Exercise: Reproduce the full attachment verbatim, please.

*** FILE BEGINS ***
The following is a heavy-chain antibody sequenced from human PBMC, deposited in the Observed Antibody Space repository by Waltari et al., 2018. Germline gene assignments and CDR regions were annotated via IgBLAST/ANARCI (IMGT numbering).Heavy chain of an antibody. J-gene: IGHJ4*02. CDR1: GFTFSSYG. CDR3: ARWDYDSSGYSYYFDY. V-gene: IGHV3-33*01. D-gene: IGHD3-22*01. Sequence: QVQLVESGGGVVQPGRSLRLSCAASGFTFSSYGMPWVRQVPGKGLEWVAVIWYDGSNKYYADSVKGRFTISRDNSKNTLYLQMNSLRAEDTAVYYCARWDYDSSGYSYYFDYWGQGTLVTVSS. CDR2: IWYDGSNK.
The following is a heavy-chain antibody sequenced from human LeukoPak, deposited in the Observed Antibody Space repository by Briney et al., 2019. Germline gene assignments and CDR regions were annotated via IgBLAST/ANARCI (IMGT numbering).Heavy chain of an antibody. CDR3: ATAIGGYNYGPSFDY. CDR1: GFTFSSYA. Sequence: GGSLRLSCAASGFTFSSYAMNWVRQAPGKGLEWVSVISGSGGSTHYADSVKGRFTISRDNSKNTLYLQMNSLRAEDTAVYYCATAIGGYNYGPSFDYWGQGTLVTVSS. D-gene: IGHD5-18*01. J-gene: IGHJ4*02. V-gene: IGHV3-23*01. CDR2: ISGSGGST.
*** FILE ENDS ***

The following is a heavy-chain antibody sequenced from human PBMC, deposited in the Observed Antibody Space repository by Waltari et al., 2018. Germline gene assignments and CDR regions were annotated via IgBLAST/ANARCI (IMGT numbering).Heavy chain of an antibody. J-gene: IGHJ4*02. CDR1: GFTFSSYG. CDR3: ARWDYDSSGYSYYFDY. V-gene: IGHV3-33*01. D-gene: IGHD3-22*01. Sequence: QVQLVESGGGVVQPGRSLRLSCAASGFTFSSYGMPWVRQVPGKGLEWVAVIWYDGSNKYYADSVKGRFTISRDNSKNTLYLQMNSLRAEDTAVYYCARWDYDSSGYSYYFDYWGQGTLVTVSS. CDR2: IWYDGSNK.
The following is a heavy-chain antibody sequenced from human LeukoPak, deposited in the Observed Antibody Space repository by Briney et al., 2019. Germline gene assignments and CDR regions were annotated via IgBLAST/ANARCI (IMGT numbering).Heavy chain of an antibody. CDR3: ATAIGGYNYGPSFDY. CDR1: GFTFSSYA. Sequence: GGSLRLSCAASGFTFSSYAMNWVRQAPGKGLEWVSVISGSGGSTHYADSVKGRFTISRDNSKNTLYLQMNSLRAEDTAVYYCATAIGGYNYGPSFDYWGQGTLVTVSS. D-gene: IGHD5-18*01. J-gene: IGHJ4*02. V-gene: IGHV3-23*01. CDR2: ISGSGGST.